A look at in-person classes during COVID: Film photography lab


Chris Torres

The lab class lines up at their designated stations in the darkroom during the film photography lab class at the Art and Design Center at CSUN in Northridge, Calif. on Tuesday, Mar. 30, 2021.

Chris Torres, Photo Editor

Prior to the pandemic, students in film photography labs learned how to develop film photos, create contact sheets and print their pictures at the CSUN darkroom. The sudden shift to virtual learning halted in-person instruction and made a hands-on activity a virtual show-and-tell.

Assistant professor of photography Candice Greathouse said adapting to teaching on Zoom went well for the most part, but it became difficult when situations required hands-on teaching.

Greathouse found it difficult to walk students through camera equipment malfunctions or teach them how to correctly load rolls of film over Zoom.

“Small problems like: ‘oh you just didn’t coil your film or load your film all the way through the camera’ would sometimes become a week-long Zoom meeting situation,” Greathouse said. “Very simplistic things became super overwhelming.”

After going through the fall semester with no in-person classes, the art department has multiple labs on campus that follow the hybrid learning method where students alternate between virtual instruction and limited face-to-face learning, according to art department chair Edward Alfano.

When classes went virtual, Alfano said the beginning film photography students had to send their film photos to labs outside of CSUN to get scanned before uploading their assignments online as opposed to doing all that work in the photo lab on campus.

A student presses his contact sheet into the water while a red light shines on it during the film photography lab class at CSUN’s Art and Design Center in Northridge, Calif. on Tuesday, Mar. 30, 2021. (Chris Torres)

Alfano explained that it was hard to engage and inspire students in more hands-on classes, such as Art 250: “Photography I”, in a virtual setting and prefers the hybrid learning model that is in place for the Spring 2021 semester.

“As a faculty member, I think a lot of us derive excitement and enthusiasm through the looks and actions of students in class because it’s an active environment,” Alfano said. “I don’t know if they’re interested in this. I don’t know if they’re understanding it, and students are more reticent to speak sometimes.”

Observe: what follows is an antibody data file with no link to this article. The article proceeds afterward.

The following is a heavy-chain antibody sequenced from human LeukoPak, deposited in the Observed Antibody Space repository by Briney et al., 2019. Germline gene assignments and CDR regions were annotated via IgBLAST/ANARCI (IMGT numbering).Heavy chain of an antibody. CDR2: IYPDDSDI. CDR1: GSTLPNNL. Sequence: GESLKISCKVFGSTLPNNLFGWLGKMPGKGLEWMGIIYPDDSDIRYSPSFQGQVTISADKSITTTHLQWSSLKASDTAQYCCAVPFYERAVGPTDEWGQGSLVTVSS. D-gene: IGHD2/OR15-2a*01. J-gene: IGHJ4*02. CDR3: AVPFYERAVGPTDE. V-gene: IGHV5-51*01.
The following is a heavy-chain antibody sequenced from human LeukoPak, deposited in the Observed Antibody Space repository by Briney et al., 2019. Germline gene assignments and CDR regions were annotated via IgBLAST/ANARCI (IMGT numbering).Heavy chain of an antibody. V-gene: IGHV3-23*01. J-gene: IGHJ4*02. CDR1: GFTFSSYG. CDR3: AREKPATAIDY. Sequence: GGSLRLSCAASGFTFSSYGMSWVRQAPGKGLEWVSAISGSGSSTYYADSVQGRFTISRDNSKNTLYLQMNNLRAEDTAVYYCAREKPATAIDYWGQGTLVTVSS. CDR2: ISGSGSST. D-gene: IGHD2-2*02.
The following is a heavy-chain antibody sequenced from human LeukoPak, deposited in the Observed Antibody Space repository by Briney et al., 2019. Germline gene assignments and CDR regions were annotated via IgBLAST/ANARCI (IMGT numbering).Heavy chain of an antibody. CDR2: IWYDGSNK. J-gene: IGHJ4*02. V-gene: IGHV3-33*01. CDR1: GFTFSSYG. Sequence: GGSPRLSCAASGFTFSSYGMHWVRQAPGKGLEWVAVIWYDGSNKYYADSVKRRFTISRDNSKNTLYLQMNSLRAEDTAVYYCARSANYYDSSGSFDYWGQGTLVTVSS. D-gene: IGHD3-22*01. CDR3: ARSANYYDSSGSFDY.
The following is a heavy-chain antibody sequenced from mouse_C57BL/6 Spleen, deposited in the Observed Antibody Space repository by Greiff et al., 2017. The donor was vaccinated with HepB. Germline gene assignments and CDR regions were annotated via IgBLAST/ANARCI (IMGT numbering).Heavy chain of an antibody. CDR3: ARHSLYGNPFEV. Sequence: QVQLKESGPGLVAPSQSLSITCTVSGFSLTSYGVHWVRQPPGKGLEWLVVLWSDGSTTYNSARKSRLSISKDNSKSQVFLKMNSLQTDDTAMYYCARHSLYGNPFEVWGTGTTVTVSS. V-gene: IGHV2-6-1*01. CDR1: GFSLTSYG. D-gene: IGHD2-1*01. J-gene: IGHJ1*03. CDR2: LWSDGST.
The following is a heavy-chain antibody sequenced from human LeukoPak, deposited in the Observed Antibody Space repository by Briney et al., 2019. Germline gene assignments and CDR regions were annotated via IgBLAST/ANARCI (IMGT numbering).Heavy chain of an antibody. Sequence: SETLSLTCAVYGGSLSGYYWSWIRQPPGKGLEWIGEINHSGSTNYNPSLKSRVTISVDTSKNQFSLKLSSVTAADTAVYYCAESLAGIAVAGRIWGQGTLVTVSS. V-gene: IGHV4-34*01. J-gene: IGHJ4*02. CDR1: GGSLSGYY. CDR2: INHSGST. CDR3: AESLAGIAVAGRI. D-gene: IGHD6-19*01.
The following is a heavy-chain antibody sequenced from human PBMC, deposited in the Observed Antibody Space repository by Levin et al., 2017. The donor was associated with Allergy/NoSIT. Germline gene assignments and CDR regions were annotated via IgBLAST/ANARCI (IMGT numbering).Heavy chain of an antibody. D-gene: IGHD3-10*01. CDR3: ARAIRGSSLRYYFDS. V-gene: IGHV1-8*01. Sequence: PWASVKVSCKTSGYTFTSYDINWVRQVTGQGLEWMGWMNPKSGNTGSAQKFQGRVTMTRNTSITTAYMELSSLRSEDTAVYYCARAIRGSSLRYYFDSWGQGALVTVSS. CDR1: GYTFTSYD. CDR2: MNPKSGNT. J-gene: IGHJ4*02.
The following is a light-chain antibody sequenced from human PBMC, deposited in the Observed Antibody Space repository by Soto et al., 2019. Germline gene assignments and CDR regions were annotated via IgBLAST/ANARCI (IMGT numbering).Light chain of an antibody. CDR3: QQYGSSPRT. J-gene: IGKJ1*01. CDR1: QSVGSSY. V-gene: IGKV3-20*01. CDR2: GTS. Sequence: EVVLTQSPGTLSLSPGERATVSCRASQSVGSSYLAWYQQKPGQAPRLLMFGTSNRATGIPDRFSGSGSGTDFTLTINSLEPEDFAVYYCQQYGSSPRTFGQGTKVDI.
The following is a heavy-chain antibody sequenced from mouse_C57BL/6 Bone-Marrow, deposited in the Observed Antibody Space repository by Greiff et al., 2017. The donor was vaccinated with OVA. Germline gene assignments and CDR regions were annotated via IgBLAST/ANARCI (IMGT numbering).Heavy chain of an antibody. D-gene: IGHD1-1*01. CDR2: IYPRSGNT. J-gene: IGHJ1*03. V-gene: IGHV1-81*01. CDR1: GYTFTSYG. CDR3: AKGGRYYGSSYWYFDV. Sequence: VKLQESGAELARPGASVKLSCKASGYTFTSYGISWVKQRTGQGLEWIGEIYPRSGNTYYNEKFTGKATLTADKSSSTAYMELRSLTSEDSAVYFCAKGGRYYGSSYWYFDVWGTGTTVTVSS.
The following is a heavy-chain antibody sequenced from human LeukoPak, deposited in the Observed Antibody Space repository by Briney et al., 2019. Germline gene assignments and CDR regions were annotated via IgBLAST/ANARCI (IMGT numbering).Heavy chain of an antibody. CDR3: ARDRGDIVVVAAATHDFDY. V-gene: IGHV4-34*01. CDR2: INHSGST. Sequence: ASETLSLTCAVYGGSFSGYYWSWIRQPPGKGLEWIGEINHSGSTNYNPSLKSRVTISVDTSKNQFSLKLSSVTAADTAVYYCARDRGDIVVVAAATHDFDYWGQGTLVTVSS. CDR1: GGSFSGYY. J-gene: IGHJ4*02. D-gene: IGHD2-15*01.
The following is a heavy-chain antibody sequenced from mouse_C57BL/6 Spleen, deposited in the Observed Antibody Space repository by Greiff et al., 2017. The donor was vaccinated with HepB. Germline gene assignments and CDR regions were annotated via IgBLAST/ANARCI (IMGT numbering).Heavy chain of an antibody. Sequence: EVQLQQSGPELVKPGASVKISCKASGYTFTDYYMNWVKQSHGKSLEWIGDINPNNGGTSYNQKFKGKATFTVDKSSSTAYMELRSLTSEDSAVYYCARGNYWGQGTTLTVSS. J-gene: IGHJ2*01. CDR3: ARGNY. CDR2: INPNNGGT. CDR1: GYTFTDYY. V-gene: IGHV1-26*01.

Greathouse said students are more engaged this semester since they are able to see each other in person, which helps them participate more when they’re on Zoom.

“I think building that trust and that dialogue really encourages students to speak out instead of being nervous and waiting till the end of Zoom class,” Greathouse said. “They also feel a lot more engaged when they do come on Zoom because they’ve met in person and they’ve interacted in their groups so they’re not anonymous faces anymore.”

Although she has had the opportunity to have more one-on-one time with students, Greathouse said she had some difficulty with adjusting to the hybrid learning model.

“It’s been really a lot of micromanaging and making sure students know which day to come and they have their supplies and that they didn’t forget much over the last two weeks,” said Greathouse.

Joan Camarena, a cinema and television arts major enrolled in Art 250, said he prefers learning in-person rather than online because it is easier to take advantage of what the CSUN photo lab has to offer.

“When it’s more hands-on, you learn a lot easier than when it’s on a computer screen and you’re not as attentive,” said Camarena.

Stickers are placed to designate which work stations are available for students to use. (Chris Torres)

Students are required to fill out a COVID screening survey before coming on campus, and must wear a mask and socially distance while they’re in class. Alfano said all art department classes are equipped with the materials to sanitize the appliances after using them.

Alfano hopes that his department will have more classes following the hybrid model next semester because he believes it creates a better learning environment for students doing more hands-on activities.